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Wadsworth Theatre

February 21, 2013 | By David Ng
The tale of "A Bronx Tale" never seems to end. The acclaimed solo play, written and performed by actor Chazz Palminteri, debuted in Los Angeles in 1990 and later found success in New York. In 1993, it was turned into a moderately successful movie directed by Robert De Niro. Palminteri revived the play on Broadway in 2007 and took it on a national tour, which came to L.A. at the Wadsworth Theatre. Now a musical version of the movie adaptation is reportedly in the works, with De Niro expected to direct.
May 27, 1985 | LEWIS SEGAL
On a program shared with Ballet Espanol de Los Angeles, the pre-professional Westside Ballet danced "Carmina Burana" Saturday in Wadsworth Theatre. This wasn't the 1959 John Butler "Carmina Burana" that held so much sexual heat and muscle when performed locally by both Ballet West and the Alvin Ailey company. No, this was a new, cutesie, lightweight "Carmina Burana" choreographed by Rosemary Valaire--the G-rated, Cabbage Patch "Carmina Burana," softened, sweetened and sterilized for the kiddies.
It's not quite appropriate to describe the appearance by the Razbar Ensemble at the Wadsworth Theatre on Saturday night as a "performance." Despite its entertaining aspects, the event is more correctly identified as a devotional experience. The Razbar Ensemble, based in Germany since it was organized in 1997, consists of Kurdish members of the Ahl-e Haqq sect, a mystical Sufi order founded in the 15th century.
November 3, 1987 | DON HECKMAN
Is it really possible to blend "classical traditions with a language whose roots are jazz"? Jack Elliott and the New American Orchestra seem to think so, but the evidence produced at the ensemble's Sunday night concert at the Wadsworth Theatre suggested that the quest may have quixotic, rather than harmonic, overtones. The works included in the program (which was fairly typical of the orchestra's repertoire) defined part of the problem.
August 20, 1998 | DON HECKMAN
Weekend? What's That?: From the beginning of summer through November, I'll be playing in about 60 shows between the States, Japan and Europe. With a schedule like that, my favorite weekend is doing nothing. My favorite weekend, in fact, is to have one. When I Do Have One . . .: There's nothing I like better than going bike riding with my son, Wes, who is 5. Sometimes we'll ride around the Wadsworth Theatre in Westwood, because it's a bit safer there, without so much traffic.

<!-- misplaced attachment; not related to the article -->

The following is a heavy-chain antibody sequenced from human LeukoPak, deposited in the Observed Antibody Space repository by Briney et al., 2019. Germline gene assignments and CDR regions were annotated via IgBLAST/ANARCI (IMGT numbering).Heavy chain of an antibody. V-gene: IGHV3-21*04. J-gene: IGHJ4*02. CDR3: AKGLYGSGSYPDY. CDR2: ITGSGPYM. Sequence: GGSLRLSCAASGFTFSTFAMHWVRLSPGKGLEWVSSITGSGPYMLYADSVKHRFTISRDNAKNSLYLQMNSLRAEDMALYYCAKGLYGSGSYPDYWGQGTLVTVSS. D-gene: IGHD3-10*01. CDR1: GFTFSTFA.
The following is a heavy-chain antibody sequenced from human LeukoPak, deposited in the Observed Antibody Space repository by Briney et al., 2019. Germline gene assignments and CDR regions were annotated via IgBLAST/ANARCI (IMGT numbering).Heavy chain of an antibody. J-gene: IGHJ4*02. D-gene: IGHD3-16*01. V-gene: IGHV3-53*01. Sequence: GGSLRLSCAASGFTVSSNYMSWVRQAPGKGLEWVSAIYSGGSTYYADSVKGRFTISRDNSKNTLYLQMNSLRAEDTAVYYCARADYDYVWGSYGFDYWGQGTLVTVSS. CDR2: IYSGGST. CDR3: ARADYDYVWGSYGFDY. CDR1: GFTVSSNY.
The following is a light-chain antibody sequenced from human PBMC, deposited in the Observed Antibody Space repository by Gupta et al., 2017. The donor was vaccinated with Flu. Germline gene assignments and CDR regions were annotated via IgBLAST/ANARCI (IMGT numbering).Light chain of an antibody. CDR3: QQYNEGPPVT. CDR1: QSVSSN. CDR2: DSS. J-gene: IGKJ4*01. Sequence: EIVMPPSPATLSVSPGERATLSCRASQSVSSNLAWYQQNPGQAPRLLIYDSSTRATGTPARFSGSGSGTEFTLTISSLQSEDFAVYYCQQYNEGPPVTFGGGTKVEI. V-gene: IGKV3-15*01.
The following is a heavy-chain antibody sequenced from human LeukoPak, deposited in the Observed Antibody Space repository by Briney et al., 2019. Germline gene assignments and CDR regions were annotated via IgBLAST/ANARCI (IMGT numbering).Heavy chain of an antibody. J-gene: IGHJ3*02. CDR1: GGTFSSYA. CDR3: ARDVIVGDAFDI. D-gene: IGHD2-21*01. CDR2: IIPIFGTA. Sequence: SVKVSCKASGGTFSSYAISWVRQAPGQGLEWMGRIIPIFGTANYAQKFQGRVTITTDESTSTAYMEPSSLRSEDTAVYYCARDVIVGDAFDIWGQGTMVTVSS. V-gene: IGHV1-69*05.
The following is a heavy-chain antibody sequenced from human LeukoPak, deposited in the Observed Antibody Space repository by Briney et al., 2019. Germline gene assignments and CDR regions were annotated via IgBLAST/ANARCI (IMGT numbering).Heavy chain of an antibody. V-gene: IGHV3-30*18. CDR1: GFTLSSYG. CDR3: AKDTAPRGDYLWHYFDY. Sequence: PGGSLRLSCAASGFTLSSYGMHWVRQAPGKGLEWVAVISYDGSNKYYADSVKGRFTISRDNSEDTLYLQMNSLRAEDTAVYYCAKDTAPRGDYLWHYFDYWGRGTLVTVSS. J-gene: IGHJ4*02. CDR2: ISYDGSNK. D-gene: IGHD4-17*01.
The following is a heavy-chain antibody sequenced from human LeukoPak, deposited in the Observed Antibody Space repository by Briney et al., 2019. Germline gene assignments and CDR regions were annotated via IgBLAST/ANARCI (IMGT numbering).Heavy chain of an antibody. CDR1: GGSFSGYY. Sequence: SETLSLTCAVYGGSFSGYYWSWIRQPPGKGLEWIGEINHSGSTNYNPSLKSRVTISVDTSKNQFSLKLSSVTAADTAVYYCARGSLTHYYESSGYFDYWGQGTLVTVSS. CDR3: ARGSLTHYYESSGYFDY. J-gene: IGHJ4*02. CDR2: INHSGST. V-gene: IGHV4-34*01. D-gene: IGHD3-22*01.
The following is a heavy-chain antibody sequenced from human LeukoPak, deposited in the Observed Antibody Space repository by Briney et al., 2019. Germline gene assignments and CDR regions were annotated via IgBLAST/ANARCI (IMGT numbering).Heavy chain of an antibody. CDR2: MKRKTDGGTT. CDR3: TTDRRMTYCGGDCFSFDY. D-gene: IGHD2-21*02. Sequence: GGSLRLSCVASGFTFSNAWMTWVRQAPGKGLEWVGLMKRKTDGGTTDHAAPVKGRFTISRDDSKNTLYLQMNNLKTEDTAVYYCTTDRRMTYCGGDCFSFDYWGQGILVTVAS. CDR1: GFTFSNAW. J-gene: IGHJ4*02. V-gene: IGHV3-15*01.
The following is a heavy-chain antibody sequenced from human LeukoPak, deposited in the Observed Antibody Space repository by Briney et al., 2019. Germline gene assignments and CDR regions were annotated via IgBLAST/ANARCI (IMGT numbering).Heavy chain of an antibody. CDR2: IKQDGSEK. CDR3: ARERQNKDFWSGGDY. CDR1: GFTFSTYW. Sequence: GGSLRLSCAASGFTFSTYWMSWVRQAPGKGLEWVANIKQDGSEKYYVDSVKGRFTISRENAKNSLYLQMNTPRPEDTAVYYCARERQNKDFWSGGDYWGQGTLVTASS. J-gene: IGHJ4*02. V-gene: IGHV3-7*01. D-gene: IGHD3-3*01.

May 26, 2005 | Don Shirley
This summer will mark Gordon Davidson's final fling as the artistic director of the Mark Taper Forum. And it might provide some of the most probing fare of his nearly four decades in the job. Don't look for summertime fluff. Davidson is personally staging the American premiere of David Hare's "Stuff Happens," opening June 5, about the path that led the U.S. and Britain into Iraq. Keith Carradine, from the Carradine clan of actors, will play President Bush, from the Bush clan of politicians.
January 17, 1994 | DENNIS HUNT
The Neville Brothers, who performed at the sold-out Wadsworth Theatre in Westwood on Friday night, have gotten awfully lazy. Not that their show didn't rouse the audience, because it did, judging from the way most of the fans were dancing and obviously having a grand time grooving to the grab-bag of R&B, rock, jazz and pop. But the Nevilles--Aaron, Art, Charles and Cyril--seemed to be on cruise control most of the time.
October 4, 1988 | LEONARD FEATHER
Andre Previn once wrote that "Bill Holman most assuredly is a first-rate saxophonist, but his true instrument is the orchestra, and he plays it with musicianship, honesty and brilliance." Holman has almost given up playing his tenor sax (he used it only on the closing number Saturday night at the Wadsworth Theatre), but his artistry as a composer and arranger is simply nonpareil.
July 25, 1989 | JIM WASHBURN
Presumably to capture an audience that is aging along with him, I.R.S. Records Svengali Miles Copeland has spent the last couple of years signing up seemingly every out-of-work demigod in the late-'60s/early-'70s guitar-hero pantheon. The package tour of his recruits Steve Hunter, Robbie Krieger and Wishbone Ash played Bogart's on Sunday and proved to be all tuned up with nowhere to go.
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